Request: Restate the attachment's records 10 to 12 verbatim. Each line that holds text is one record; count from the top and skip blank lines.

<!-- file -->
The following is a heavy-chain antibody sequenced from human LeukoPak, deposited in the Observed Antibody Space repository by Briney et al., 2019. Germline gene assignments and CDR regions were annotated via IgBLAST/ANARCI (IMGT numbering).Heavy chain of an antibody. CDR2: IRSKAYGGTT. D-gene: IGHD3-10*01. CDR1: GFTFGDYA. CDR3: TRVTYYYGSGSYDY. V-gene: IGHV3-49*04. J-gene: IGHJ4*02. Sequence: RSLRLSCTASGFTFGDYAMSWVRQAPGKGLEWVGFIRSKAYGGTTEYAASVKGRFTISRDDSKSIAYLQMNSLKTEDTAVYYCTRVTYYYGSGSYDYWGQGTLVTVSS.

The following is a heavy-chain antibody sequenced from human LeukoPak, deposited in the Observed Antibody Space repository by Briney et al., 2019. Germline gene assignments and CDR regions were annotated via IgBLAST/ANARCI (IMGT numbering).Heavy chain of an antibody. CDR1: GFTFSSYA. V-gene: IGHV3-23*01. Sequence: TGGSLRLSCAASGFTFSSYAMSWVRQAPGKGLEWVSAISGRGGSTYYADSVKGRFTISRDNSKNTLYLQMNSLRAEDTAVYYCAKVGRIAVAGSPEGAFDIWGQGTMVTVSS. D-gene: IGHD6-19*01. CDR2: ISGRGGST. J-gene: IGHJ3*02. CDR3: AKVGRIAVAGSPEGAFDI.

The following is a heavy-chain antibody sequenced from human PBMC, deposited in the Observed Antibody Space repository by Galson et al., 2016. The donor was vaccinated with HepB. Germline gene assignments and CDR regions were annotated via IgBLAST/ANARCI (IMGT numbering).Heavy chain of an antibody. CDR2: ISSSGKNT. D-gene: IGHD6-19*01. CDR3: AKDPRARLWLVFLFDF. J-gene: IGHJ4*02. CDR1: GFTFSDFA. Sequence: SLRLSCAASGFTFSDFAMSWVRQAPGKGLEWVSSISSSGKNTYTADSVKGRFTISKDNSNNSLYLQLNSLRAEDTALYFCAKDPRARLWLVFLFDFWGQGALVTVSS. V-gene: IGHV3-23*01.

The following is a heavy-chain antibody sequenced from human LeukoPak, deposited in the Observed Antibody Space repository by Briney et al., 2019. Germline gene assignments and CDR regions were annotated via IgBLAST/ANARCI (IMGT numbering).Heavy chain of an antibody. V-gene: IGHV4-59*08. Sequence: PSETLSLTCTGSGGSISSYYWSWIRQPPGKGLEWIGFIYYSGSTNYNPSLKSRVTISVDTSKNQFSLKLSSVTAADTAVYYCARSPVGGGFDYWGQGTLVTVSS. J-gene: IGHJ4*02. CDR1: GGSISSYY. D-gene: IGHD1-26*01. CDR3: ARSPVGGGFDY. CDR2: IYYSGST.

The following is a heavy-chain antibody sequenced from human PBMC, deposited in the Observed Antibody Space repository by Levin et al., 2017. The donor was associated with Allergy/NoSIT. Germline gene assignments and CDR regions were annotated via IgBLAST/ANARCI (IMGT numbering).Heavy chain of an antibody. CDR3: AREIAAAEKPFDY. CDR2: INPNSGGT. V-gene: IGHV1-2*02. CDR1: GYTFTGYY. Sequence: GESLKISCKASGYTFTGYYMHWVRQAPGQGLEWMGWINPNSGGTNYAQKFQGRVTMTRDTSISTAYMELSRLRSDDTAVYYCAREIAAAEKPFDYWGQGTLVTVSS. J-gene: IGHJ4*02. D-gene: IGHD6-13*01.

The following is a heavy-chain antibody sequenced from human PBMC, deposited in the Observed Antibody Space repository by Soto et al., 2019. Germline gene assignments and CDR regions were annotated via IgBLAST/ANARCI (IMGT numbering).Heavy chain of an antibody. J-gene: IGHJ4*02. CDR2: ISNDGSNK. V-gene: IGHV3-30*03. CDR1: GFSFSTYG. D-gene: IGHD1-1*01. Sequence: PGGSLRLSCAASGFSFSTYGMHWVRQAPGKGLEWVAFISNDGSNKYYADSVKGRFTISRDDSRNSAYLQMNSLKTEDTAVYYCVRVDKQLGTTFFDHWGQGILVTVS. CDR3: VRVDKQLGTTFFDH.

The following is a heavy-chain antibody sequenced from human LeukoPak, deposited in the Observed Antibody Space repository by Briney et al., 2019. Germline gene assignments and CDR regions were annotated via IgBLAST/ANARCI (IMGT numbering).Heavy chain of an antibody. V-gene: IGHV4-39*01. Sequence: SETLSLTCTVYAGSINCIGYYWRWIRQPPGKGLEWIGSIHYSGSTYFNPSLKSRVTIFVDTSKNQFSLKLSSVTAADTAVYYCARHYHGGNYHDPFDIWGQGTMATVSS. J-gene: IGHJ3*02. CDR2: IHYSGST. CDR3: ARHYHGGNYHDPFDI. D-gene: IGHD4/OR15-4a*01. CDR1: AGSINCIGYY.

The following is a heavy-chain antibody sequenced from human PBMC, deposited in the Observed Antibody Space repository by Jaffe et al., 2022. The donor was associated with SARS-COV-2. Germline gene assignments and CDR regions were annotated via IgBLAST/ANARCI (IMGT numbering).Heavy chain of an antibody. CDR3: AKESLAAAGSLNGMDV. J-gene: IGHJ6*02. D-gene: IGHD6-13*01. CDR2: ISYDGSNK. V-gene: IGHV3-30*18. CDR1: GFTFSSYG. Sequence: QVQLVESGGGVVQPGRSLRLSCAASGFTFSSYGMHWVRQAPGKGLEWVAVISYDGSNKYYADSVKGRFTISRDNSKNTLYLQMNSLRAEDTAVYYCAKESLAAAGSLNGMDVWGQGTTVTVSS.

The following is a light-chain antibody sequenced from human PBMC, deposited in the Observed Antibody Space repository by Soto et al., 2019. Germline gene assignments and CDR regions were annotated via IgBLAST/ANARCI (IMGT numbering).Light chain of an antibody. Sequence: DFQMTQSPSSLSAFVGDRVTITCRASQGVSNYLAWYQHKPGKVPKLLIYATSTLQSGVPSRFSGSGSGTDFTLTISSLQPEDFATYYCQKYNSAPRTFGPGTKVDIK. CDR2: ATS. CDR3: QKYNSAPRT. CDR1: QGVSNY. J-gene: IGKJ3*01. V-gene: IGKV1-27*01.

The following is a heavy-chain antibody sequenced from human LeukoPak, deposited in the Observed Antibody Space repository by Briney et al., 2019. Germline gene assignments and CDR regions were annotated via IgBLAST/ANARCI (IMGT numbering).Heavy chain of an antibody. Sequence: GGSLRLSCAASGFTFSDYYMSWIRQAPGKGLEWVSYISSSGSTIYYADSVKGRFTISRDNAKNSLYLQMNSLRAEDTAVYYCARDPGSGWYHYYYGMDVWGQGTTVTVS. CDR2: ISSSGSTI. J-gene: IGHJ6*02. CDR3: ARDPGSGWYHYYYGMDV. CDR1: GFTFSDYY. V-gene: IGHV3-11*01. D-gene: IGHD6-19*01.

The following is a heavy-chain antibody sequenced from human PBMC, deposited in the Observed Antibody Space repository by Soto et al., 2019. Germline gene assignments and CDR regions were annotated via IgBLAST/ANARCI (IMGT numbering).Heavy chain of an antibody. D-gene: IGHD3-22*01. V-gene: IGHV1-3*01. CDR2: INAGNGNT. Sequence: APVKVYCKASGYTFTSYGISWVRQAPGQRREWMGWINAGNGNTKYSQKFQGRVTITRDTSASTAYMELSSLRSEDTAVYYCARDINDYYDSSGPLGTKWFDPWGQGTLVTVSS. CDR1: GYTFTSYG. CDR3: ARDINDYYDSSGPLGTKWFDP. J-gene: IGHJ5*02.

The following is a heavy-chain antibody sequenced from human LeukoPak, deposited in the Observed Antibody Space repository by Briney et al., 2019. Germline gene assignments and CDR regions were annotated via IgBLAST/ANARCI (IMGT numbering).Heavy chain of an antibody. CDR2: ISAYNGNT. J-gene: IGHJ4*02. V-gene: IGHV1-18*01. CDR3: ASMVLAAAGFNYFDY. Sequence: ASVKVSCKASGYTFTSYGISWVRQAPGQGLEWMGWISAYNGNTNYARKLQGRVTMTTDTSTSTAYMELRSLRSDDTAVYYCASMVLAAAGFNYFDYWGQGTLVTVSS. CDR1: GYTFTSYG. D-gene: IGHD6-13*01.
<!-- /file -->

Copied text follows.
The following is a heavy-chain antibody sequenced from human LeukoPak, deposited in the Observed Antibody Space repository by Briney et al., 2019. Germline gene assignments and CDR regions were annotated via IgBLAST/ANARCI (IMGT numbering).Heavy chain of an antibody. Sequence: GGSLRLSCAASGFTFSDYYMSWIRQAPGKGLEWVSYISSSGSTIYYADSVKGRFTISRDNAKNSLYLQMNSLRAEDTAVYYCARDPGSGWYHYYYGMDVWGQGTTVTVS. CDR2: ISSSGSTI. J-gene: IGHJ6*02. CDR3: ARDPGSGWYHYYYGMDV. CDR1: GFTFSDYY. V-gene: IGHV3-11*01. D-gene: IGHD6-19*01.

The following is a heavy-chain antibody sequenced from human PBMC, deposited in the Observed Antibody Space repository by Soto et al., 2019. Germline gene assignments and CDR regions were annotated via IgBLAST/ANARCI (IMGT numbering).Heavy chain of an antibody. D-gene: IGHD3-22*01. V-gene: IGHV1-3*01. CDR2: INAGNGNT. Sequence: APVKVYCKASGYTFTSYGISWVRQAPGQRREWMGWINAGNGNTKYSQKFQGRVTITRDTSASTAYMELSSLRSEDTAVYYCARDINDYYDSSGPLGTKWFDPWGQGTLVTVSS. CDR1: GYTFTSYG. CDR3: ARDINDYYDSSGPLGTKWFDP. J-gene: IGHJ5*02.

The following is a heavy-chain antibody sequenced from human LeukoPak, deposited in the Observed Antibody Space repository by Briney et al., 2019. Germline gene assignments and CDR regions were annotated via IgBLAST/ANARCI (IMGT numbering).Heavy chain of an antibody. CDR2: ISAYNGNT. J-gene: IGHJ4*02. V-gene: IGHV1-18*01. CDR3: ASMVLAAAGFNYFDY. Sequence: ASVKVSCKASGYTFTSYGISWVRQAPGQGLEWMGWISAYNGNTNYARKLQGRVTMTTDTSTSTAYMELRSLRSDDTAVYYCASMVLAAAGFNYFDYWGQGTLVTVSS. CDR1: GYTFTSYG. D-gene: IGHD6-13*01.